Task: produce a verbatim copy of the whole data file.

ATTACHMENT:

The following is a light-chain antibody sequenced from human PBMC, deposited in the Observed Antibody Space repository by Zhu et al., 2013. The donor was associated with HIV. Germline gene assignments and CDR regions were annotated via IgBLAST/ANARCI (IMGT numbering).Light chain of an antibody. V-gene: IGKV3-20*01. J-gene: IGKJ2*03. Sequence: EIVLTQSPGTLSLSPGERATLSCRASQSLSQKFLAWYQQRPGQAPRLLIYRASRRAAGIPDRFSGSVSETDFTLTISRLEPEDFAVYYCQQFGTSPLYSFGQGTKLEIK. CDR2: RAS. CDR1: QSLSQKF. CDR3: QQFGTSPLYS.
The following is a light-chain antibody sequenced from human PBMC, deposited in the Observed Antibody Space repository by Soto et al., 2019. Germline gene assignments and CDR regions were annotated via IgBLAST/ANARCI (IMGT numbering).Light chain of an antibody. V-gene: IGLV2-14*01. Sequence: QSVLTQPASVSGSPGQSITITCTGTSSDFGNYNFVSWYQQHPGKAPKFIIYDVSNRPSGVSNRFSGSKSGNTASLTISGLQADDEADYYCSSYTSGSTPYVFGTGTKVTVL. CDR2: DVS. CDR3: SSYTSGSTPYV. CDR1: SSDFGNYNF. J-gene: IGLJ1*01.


The following is a light-chain antibody sequenced from human PBMC, deposited in the Observed Antibody Space repository by Zhu et al., 2013. The donor was associated with HIV. Germline gene assignments and CDR regions were annotated via IgBLAST/ANARCI (IMGT numbering).Light chain of an antibody. V-gene: IGKV3-20*01. J-gene: IGKJ2*03. Sequence: EIVLTQSPGTLSLSPGERATLSCRASQSLSQKFLAWYQQRPGQAPRLLIYRASRRAAGIPDRFSGSVSETDFTLTISRLEPEDFAVYYCQQFGTSPLYSFGQGTKLEIK. CDR2: RAS. CDR1: QSLSQKF. CDR3: QQFGTSPLYS.
The following is a light-chain antibody sequenced from human PBMC, deposited in the Observed Antibody Space repository by Soto et al., 2019. Germline gene assignments and CDR regions were annotated via IgBLAST/ANARCI (IMGT numbering).Light chain of an antibody. V-gene: IGLV2-14*01. Sequence: QSVLTQPASVSGSPGQSITITCTGTSSDFGNYNFVSWYQQHPGKAPKFIIYDVSNRPSGVSNRFSGSKSGNTASLTISGLQADDEADYYCSSYTSGSTPYVFGTGTKVTVL. CDR2: DVS. CDR3: SSYTSGSTPYV. CDR1: SSDFGNYNF. J-gene: IGLJ1*01.